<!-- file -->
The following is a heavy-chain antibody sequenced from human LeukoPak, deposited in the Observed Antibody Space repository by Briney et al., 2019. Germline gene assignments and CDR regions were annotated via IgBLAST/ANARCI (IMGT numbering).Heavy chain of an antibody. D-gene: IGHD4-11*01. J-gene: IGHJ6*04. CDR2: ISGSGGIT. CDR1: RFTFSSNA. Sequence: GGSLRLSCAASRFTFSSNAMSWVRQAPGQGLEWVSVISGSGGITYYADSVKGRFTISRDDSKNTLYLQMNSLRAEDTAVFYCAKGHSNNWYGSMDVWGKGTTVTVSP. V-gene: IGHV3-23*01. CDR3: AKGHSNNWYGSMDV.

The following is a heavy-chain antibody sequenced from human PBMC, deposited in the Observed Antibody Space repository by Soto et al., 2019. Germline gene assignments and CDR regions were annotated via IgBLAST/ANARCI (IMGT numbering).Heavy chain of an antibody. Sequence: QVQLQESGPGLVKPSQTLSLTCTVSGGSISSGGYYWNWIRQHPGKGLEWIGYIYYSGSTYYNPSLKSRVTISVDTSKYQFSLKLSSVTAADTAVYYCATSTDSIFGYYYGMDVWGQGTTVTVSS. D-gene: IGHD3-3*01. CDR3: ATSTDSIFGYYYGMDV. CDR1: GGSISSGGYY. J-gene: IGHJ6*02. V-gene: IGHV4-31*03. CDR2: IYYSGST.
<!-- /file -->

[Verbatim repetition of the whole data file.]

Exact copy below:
The following is a heavy-chain antibody sequenced from human LeukoPak, deposited in the Observed Antibody Space repository by Briney et al., 2019. Germline gene assignments and CDR regions were annotated via IgBLAST/ANARCI (IMGT numbering).Heavy chain of an antibody. D-gene: IGHD4-11*01. J-gene: IGHJ6*04. CDR2: ISGSGGIT. CDR1: RFTFSSNA. Sequence: GGSLRLSCAASRFTFSSNAMSWVRQAPGQGLEWVSVISGSGGITYYADSVKGRFTISRDDSKNTLYLQMNSLRAEDTAVFYCAKGHSNNWYGSMDVWGKGTTVTVSP. V-gene: IGHV3-23*01. CDR3: AKGHSNNWYGSMDV.

The following is a heavy-chain antibody sequenced from human PBMC, deposited in the Observed Antibody Space repository by Soto et al., 2019. Germline gene assignments and CDR regions were annotated via IgBLAST/ANARCI (IMGT numbering).Heavy chain of an antibody. Sequence: QVQLQESGPGLVKPSQTLSLTCTVSGGSISSGGYYWNWIRQHPGKGLEWIGYIYYSGSTYYNPSLKSRVTISVDTSKYQFSLKLSSVTAADTAVYYCATSTDSIFGYYYGMDVWGQGTTVTVSS. D-gene: IGHD3-3*01. CDR3: ATSTDSIFGYYYGMDV. CDR1: GGSISSGGYY. J-gene: IGHJ6*02. V-gene: IGHV4-31*03. CDR2: IYYSGST.